When I was a very, very little girl, so little that my mind was super-malleable and everything that I was told I believed, and so little that I still though that the half-hour break in TV programming between Sesame Street and Playschool was endlessly long, something happened to shape my thinking forever.
It wasn’t a bad thing, this isn’t some kind of true-confessional “this-happened-to-me” time, just…a thing. A thing that, because I was so little and my mind so malleable I can’t shake.
Some people came to visit.
I don’t remember their names, and as they’ve never visited since I don’t think I’ll bother dredging them up. There weren’t small children for me to play with so they didn’t interest me too greatly, and if there was a man he in my memory he’s dissolved into the background. There was a woman though, and because I remember looking at the photo in the family album for many years after their non-eventful visit I remember that she had black hair and a blue dress and glasses, and looked a little like a friend of ours, but she wasn’t.
But I remember the accent. Oh the accent! She spoke in a voice that was rich and beautiful, a voice I’d only ever heard on TV before, and because of that voice I wanted to sit on her knee and fall into her and listen to everything she said, because she was obviously famous and wonderful and exciting, and her sheer presence in my house made me, by default, famous, wonderful and exciting as well.
You’ve got to understand, you see, that I’d never heard people talk like that down here in Tasmania. Down here everybody used the same slightly nasally whine and flat, nasally vowels that I’d heard every day, the same stretched-out voice that I had. Not the Blue-dress lady though. She was beautiful. She was from the Television!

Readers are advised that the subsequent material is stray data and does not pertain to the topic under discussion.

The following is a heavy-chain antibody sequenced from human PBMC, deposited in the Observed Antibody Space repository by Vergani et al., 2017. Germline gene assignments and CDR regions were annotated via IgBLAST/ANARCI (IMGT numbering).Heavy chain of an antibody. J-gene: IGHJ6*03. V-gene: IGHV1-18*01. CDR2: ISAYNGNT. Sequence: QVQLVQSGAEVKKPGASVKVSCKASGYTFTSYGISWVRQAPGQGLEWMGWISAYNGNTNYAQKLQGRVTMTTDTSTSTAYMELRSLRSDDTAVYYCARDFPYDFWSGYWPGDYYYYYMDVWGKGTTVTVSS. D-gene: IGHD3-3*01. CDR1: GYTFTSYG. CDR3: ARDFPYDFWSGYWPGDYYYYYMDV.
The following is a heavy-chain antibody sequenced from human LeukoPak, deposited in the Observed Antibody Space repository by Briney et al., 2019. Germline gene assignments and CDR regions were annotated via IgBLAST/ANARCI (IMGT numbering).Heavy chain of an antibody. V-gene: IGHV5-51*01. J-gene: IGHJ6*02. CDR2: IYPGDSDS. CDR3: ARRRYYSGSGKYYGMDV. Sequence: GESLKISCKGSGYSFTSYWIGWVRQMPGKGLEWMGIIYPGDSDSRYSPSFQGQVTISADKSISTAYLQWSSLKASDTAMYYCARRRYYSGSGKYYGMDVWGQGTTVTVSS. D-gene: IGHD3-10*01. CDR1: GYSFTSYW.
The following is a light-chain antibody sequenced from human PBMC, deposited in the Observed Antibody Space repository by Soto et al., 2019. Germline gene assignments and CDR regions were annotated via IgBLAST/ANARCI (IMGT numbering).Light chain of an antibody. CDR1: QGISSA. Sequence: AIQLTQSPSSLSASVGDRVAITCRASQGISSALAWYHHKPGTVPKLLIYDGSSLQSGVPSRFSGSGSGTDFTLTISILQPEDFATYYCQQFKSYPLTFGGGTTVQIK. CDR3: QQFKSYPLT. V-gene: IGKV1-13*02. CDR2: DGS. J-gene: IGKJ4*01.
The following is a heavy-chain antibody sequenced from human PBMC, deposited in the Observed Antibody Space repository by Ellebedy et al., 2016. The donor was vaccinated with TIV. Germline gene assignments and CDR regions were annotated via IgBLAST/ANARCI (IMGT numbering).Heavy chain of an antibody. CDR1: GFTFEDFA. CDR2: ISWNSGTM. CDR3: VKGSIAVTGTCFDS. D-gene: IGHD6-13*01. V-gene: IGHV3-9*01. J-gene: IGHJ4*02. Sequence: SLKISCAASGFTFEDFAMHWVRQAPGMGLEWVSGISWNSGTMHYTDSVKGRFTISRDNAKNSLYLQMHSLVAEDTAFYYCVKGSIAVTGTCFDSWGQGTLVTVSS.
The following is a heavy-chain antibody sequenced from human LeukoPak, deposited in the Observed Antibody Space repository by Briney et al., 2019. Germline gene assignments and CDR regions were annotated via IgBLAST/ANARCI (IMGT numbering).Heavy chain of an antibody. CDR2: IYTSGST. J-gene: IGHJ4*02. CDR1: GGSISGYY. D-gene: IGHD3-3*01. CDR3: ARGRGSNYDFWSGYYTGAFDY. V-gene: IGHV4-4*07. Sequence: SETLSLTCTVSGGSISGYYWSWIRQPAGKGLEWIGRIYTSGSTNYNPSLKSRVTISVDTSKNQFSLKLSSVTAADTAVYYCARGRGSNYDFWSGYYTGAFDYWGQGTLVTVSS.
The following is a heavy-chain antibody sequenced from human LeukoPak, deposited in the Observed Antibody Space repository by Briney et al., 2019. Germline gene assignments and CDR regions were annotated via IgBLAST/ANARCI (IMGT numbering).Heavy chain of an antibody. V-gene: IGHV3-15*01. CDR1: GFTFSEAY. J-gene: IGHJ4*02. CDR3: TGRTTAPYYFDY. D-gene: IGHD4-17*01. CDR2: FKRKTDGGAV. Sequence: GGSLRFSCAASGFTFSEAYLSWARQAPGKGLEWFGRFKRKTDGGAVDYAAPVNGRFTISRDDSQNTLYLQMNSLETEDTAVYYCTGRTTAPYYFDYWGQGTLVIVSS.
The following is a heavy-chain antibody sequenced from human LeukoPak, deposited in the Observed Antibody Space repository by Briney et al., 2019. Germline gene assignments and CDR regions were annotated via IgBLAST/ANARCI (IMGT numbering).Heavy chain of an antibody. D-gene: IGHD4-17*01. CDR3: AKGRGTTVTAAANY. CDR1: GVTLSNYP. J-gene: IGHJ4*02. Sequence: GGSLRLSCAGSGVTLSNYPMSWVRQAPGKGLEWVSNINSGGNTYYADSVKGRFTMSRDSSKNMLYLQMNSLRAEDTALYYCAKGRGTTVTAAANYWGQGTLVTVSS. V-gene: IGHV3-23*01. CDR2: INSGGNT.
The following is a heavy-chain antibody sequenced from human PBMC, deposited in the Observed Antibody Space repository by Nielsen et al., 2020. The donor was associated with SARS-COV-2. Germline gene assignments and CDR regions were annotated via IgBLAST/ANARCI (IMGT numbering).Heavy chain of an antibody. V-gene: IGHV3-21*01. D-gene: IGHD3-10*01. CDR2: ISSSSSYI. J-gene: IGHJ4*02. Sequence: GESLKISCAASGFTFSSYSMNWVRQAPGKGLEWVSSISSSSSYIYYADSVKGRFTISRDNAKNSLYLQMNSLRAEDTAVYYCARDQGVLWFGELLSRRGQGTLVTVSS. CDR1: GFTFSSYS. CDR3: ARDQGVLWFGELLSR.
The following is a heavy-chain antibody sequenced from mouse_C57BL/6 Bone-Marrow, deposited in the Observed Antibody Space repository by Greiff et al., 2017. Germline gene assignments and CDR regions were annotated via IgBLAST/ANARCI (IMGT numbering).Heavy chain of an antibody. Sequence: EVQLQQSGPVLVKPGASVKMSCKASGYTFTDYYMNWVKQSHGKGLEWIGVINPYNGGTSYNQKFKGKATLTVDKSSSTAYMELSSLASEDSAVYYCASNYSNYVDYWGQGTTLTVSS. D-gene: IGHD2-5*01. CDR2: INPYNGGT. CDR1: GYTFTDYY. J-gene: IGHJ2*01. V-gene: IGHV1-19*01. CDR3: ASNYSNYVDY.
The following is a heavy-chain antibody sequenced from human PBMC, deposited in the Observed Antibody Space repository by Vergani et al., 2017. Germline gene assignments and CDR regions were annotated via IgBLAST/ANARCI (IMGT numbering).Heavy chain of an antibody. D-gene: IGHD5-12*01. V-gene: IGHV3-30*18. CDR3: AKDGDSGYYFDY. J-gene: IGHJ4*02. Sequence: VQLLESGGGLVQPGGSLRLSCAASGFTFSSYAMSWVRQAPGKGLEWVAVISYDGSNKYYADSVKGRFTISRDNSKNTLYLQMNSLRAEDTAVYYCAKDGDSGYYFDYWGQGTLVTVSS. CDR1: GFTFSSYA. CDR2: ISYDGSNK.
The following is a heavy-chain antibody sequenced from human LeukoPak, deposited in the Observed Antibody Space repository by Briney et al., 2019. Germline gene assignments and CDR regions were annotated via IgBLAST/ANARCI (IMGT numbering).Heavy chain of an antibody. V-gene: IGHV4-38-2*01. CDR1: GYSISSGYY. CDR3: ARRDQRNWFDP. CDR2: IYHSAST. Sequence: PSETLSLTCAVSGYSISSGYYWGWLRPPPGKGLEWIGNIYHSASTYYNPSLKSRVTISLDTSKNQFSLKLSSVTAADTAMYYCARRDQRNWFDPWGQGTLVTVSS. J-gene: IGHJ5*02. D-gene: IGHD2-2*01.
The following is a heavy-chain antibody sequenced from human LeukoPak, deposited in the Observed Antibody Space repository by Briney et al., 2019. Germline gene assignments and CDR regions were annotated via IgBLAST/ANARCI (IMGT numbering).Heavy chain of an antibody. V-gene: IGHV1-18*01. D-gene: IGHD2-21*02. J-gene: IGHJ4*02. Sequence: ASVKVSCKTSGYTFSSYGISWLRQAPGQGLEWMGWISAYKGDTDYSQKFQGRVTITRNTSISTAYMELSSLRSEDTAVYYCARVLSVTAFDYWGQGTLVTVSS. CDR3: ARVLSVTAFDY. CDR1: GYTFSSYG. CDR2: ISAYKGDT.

I was four. You have to forgive me when I say I was incredibly disappointed when my Mum told me that she wasn’t from the Television at all. She didn’t live on Sesame Street. Sesame Street wasn’t real. The Blue-dress lady was from Canada.
Not America. Canada.
Sesame Street Isn’t Real.
Ten years or more happened before I ever heard that accent again in real life, and by that time I’d got pretty solid on the truth: Sesame Street Isn’t Real. Not America. Canada.
Okay, here’s the true-confessions part. Please don’t laugh. Oh, okay, but laugh quietly, all right?
It was only a couple of years ago that I realized that America-Isn’t-Real-Not-Sesame-Street-Canada had taken root in my brain for more people than just the Blue-dress lady. I’d somehow started applying it to everyone I met with a TV accent. They couldn’t be American. TV isn’t real. I worked for a year with a lovely “Canadian” lady, and…ouch-this-hurts-to-admit…it wasn’t until I reconnected with her via Facebook and read her blog that I realized she wasn’t Canadian at all.
Nor were the nice people who came to the Wednesday night meetings. Nor are the lovely harpist girl and her family, or Susie Finkbeiner.
America IS real. I KNOW this. I am an intelligent woman. I read books. I study history. I watch documentaries, and I do know enough about the US of A to know that yes, it DOES exist. Except…
Except sometimes old thoughts are hard to break, especially when they happen when you’re very young, or particularly vulnerable.
I’m butting up against a few thoughts at the moment, more serious cases when I’ve believed something that someone’s said and then applied it to every area of my life. So here’s my thought of the day:
Not Everything You Believe Is Necessarily True. Sometimes you need other people to help you get some perspective. After all, 350 million Americans can’t all be wrong…